Iowa’s schools, which closed for four weeks beginning March 16 to slow the spread of the novel coronavirus, found out this week that they’ll remain closed through the end of April. On Thursday, Gov. Kim Reynolds announced she was ordering the closure be extended through April 30.
Thursday’s order was accompanied by additional instructions. Iowa school districts must inform the state what they plan to do for educational instruction during the extended closure: educate kids remotely (making it either required or optional), or offer no learning opportunities. Districts that choose not to offer education will have to make up missed school days later.
Educators weren’t given advance notice of the governor’s announcement, and some were caught off-guard.
“We're going to need a few days as a district to sort out what this information means," said Dr. Adam Zellmer, superintendent of the Eldora-New Providence and Hubbard-Radcliffe school districts.
In Iowa Falls and Alden, school administrators anticipated the closure may be extended, and began planning for it last week. On Thursday afternoon, they sent emails to families informing them of those plans.
“We have teachers planning units and we’ll launch a website next week,” said Tony Neumann, superintendent of both districts.
So far, Iowa Falls and Alden have not required participation in educational opportunities. Such a requirement, Neumann said last month, would force the district to provide services that it cannot make fully available. And besides, Neumann added, many families are just trying to survive this difficult time, which has been complicated by business closures and layoffs.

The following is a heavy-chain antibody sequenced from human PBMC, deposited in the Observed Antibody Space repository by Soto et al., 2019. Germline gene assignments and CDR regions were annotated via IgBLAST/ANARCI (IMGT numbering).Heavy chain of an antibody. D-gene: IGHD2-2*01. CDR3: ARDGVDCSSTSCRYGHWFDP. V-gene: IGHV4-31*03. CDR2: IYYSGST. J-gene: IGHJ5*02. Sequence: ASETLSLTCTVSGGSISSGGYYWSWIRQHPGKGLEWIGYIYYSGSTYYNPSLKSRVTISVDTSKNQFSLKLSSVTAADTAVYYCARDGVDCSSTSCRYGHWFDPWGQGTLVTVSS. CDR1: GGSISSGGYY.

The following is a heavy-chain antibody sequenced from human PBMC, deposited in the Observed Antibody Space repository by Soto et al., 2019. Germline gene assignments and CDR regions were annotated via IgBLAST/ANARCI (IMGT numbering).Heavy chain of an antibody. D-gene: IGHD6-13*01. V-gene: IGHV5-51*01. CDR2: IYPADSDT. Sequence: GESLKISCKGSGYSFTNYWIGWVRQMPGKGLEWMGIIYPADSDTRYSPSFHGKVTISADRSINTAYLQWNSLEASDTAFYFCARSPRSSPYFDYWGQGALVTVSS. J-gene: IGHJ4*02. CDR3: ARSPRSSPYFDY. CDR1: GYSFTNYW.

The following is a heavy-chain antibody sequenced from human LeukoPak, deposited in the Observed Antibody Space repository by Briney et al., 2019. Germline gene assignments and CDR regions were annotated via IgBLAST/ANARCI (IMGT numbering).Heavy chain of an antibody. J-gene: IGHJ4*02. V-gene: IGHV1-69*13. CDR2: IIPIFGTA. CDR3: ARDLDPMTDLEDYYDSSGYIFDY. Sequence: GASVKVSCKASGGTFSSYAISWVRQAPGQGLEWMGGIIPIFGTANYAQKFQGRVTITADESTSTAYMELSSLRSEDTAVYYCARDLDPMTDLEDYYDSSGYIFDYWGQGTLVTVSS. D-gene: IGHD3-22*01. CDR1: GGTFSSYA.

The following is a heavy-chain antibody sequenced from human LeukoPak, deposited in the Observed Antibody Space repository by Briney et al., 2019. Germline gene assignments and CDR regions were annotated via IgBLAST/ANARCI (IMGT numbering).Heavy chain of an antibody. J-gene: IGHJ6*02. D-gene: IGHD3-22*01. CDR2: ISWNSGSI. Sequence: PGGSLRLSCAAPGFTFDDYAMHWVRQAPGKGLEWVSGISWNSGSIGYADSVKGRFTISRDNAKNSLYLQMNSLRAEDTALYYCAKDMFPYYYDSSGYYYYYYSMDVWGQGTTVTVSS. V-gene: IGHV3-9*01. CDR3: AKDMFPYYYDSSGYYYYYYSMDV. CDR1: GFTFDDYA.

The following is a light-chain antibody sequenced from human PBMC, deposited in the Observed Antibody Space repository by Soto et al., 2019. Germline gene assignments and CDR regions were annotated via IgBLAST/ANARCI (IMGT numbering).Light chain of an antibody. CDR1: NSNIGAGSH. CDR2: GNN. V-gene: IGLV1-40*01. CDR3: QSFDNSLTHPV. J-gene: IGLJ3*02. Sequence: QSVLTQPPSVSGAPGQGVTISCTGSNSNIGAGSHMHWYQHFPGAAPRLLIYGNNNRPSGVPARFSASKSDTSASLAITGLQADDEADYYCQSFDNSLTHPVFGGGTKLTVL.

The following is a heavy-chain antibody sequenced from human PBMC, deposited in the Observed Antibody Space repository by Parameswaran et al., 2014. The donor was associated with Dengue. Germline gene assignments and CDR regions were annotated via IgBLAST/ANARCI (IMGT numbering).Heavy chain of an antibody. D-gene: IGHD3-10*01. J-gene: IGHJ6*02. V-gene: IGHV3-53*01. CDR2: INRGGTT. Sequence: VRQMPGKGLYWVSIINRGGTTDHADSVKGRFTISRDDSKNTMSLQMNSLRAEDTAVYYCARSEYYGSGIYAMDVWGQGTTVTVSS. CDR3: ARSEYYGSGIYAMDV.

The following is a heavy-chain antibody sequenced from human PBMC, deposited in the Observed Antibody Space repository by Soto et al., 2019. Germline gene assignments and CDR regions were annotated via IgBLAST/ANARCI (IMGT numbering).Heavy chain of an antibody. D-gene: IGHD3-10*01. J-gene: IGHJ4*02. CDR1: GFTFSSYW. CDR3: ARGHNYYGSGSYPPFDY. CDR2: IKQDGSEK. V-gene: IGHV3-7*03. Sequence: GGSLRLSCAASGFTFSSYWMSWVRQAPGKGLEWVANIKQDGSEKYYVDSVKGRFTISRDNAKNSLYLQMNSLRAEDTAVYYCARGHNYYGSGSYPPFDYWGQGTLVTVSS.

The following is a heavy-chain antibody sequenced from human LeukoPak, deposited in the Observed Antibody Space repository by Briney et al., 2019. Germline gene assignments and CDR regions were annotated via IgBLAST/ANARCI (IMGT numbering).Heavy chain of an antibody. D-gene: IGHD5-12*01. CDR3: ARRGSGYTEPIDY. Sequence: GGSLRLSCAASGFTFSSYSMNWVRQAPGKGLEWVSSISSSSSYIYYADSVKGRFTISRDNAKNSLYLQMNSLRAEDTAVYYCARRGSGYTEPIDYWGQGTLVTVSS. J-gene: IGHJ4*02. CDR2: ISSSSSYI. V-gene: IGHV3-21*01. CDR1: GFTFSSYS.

“My bigger concern is we probably still have families in crisis,” he said on Thursday. “Either neither parent is working, or both parents are essential workers and they don’t need more stress of educating their kids when they’re already working full-time.”
The IF-A plan
The state has presented districts with three options: provide required education online, complete with attendance, participation and grades; provide no education; or provide optional learning opportunities. Iowa Falls and Alden schools will go with the third choice.
Neumann said the districts’ learning opportunities will be rolled out next week, but families should not expect it to look like traditional school. Instead, he described it as something similar to the high school’s J-Term, which is built around project-based learning.
“At the elementary level there will be some home-based projects,” he said. Examples include a unit on recycling, and another about chickens. “Some will be meeting online. It’ll be self-paced.”
The website will offer links to activities for all educational levels, from elementary to high school.
“We’re doing a more hands-on approach, but leaving it voluntary just because not all kids have internet,” he said. “We wanted to really make it about learning and not required stuff.”